Data driving decisioning is not an invention of the recent past. We have a waste collection of metrics, KPIs, and other statistics that help decision makers to be more data driven. While the recent technological advances have increased our ability to see the world through the objective lenses of data, one unintended side effect of exactly this technology is the diminishing value of many metrics we cherish.
Consider the clickthrough rate (CTR) in advertising. With the rise of Doubleclick, CTR has been a core metric of an advertiser’s ability to identify a relevant audience: more clicks equals more interest equals more qualified potential consumers. While this might have been true in the past, the sad reality is that measures like CTR have lost their meaning.
The issue is not as much adversarial attempts of gaming, but the fact that even highly correlated proxies like CTR lose their power once optimization can draw from more granular information. Given much more detailed information, modern optimization approaches can find signals in the noise, and identify users with poor vision or bad fine motor skills who accidentally (but not randomly) click on ads, rather than interested potential consumers. This fundamental issue extends beyond clicks and calls for a close examination of many of our favorite KPIs.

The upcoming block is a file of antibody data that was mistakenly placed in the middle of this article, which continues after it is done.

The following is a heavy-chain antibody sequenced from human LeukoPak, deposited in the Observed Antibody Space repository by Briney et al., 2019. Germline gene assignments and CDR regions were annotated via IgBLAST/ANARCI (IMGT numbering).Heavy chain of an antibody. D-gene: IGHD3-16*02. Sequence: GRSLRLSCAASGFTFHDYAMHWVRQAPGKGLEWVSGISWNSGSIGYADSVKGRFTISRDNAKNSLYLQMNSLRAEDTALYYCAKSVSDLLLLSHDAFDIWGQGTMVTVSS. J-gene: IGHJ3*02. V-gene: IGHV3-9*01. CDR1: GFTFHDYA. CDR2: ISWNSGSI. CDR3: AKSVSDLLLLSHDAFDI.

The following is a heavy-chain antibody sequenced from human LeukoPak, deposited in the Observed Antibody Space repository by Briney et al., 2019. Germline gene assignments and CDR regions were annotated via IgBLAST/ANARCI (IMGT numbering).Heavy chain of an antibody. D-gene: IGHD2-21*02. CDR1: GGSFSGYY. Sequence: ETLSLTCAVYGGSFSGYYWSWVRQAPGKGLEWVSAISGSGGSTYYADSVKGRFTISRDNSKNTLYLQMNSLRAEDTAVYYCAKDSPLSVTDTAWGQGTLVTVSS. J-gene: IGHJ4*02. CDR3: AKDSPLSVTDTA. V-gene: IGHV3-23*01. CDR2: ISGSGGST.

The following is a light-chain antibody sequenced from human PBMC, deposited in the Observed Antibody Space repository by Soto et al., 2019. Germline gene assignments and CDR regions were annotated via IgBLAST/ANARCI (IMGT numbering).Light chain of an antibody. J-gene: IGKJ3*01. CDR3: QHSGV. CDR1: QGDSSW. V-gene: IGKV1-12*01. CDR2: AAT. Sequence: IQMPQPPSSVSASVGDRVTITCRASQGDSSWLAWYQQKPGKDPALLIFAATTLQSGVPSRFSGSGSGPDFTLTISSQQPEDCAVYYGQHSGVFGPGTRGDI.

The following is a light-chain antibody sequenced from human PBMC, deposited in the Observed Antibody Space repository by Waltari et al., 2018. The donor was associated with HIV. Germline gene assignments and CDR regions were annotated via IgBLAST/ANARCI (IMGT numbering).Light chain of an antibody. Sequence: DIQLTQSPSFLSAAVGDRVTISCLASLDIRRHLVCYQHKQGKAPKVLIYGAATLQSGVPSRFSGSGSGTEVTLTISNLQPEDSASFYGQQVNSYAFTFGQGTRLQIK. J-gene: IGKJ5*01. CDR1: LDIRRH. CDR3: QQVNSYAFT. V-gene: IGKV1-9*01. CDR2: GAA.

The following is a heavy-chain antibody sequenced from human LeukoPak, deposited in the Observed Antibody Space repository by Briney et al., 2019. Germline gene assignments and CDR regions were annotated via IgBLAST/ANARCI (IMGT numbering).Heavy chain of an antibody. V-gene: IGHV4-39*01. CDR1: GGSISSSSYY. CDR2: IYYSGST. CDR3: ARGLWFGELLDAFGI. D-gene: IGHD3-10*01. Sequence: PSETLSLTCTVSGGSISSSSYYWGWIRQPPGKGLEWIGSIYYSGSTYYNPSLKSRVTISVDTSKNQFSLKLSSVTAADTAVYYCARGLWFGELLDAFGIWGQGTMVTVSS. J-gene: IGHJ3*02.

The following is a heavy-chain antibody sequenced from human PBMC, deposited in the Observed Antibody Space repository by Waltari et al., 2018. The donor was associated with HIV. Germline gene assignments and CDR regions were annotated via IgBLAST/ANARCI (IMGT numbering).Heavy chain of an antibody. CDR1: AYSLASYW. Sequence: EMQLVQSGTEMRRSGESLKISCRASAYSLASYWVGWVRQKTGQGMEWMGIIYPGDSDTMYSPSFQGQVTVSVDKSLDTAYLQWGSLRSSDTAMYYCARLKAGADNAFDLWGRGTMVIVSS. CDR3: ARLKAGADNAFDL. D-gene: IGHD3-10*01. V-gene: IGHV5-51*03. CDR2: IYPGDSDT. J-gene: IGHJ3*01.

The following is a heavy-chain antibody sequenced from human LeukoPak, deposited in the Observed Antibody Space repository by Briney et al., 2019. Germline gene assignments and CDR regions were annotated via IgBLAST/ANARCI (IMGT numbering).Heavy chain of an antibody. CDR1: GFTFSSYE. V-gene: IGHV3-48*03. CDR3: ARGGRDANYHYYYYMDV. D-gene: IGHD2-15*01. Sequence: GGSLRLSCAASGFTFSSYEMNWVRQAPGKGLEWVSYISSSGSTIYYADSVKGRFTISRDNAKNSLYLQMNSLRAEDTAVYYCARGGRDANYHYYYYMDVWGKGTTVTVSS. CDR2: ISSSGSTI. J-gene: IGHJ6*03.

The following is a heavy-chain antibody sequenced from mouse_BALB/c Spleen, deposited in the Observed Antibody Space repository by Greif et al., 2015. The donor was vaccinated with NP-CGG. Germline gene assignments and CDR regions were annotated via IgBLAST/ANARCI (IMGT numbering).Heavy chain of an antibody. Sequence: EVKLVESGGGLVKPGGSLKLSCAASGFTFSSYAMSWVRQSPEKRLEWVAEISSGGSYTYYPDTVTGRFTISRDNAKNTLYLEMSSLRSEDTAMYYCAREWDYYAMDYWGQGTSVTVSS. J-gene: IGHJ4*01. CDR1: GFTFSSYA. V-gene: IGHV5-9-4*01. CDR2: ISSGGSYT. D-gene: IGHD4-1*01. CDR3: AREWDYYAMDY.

Prior to joining Dstillery (former Media6Degrees), Claudia Perlich spent five years working at the Data Analytics Research group at the IBM T.J. Watson Research Center, concentrating on research in data analytics and machine learning for complex real-world domains and applications. She has been published in over 30 scientific publications and holds multiple patents in the area of machine learning. Claudia has won many data mining competitions, including the prestigious 2007 KDD CUP on movie ratings, the 2008 KDD CUP on breast-cancer detection, and the 2009 KDD CUP on churn and propensity predictions for telecommunication customers. Claudia received her Ph.D. in Information Systems from Stern School of Business, New York University in 2005, and holds a Master of Computer Science from Colorado University.
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